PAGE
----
Before the embodiments of the present disclosure are described in detail, it is to be understood that, unless otherwise indicated, the present disclosure is not limited to particular materials, reagents, reaction materials, manufacturing processes, or the like, as such can vary. It is also to be understood that the terminology used herein is for purposes of describing particular embodiments only, and is not intended to be limiting. It is also possible in the present disclosure that steps can be executed in different sequence where this is logically possible.

It must be noted that, as used in the specification and the appended claims, the singular forms “a,” “an,” and “the” include plural referents unless the context clearly dictates otherwise. Thus, for example, reference to “a compound” includes a plurality of compounds. In this specification and in the claims that follow, reference will be made to a number of terms that shall be defined to have the following meanings unless a contrary intention is apparent.

Definitions

In describing and claiming the disclosed subject matter, the following terminology will be used in accordance with the definitions set forth below.

By “administration” is meant introducing a compound into a subject. The preferred route of administration of the compounds is intravenous. However, any route of administration, such as oral, topical, subcutaneous, peritoneal, intraarterial, inhalation, vaginal, rectal, nasal, introduction into the cerebrospinal fluid, or instillation into body compartments can be used.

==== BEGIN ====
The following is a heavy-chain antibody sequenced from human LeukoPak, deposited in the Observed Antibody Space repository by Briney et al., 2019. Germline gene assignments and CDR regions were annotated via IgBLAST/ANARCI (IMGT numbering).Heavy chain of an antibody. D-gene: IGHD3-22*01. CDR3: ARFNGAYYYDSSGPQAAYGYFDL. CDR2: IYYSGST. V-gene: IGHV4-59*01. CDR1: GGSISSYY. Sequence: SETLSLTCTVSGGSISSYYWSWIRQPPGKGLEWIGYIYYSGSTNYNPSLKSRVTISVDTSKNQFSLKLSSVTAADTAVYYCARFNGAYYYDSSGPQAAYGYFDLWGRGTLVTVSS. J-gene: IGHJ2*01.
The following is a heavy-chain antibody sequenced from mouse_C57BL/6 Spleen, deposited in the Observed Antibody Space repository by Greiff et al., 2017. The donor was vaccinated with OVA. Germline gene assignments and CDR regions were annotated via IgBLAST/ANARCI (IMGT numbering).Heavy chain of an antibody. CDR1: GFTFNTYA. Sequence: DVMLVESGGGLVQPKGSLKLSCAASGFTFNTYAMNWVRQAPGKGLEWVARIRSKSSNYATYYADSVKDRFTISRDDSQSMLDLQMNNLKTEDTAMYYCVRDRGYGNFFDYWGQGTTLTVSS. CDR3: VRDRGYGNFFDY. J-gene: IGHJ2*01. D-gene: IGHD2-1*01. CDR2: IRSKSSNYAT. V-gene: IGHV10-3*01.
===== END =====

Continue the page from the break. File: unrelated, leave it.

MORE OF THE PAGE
As used herein, the term “host” or “organism” includes humans, mammals (e.g., cats, dogs, horses, etc.), living cells, and other living organisms. A living organism can be as simple as, for example, a single eukaryotic cell or as complex as a mammal. Typical hosts to which embodiments of the present disclosure may be administered will be mammals, particularly primates, especially humans. For veterinary applications, a wide variety of subjects will be suitable, e.g., livestock such as cattle, sheep, goats, cows, swine, and the like; poultry such as chickens, ducks, geese, turkeys, and the like; and domesticated animals particularly pets such as dogs and cats. For diagnostic or research applications, a wide variety of mammals will be suitable subjects, including rodents (e.g., mice, rats, hamsters), rabbits, primates, and swine such as inbred pigs and the like. Additionally, for in vitro applications, such as in vitro diagnostic and research applications, body fluids and cell samples of the above subjects will be suitable for use, such as mammalian (particularly primate such as human) blood, urine, or tissue samples, or blood, urine, or tissue samples of the animals mentioned for veterinary applications. In some embodiments, a system includes a sample and a host.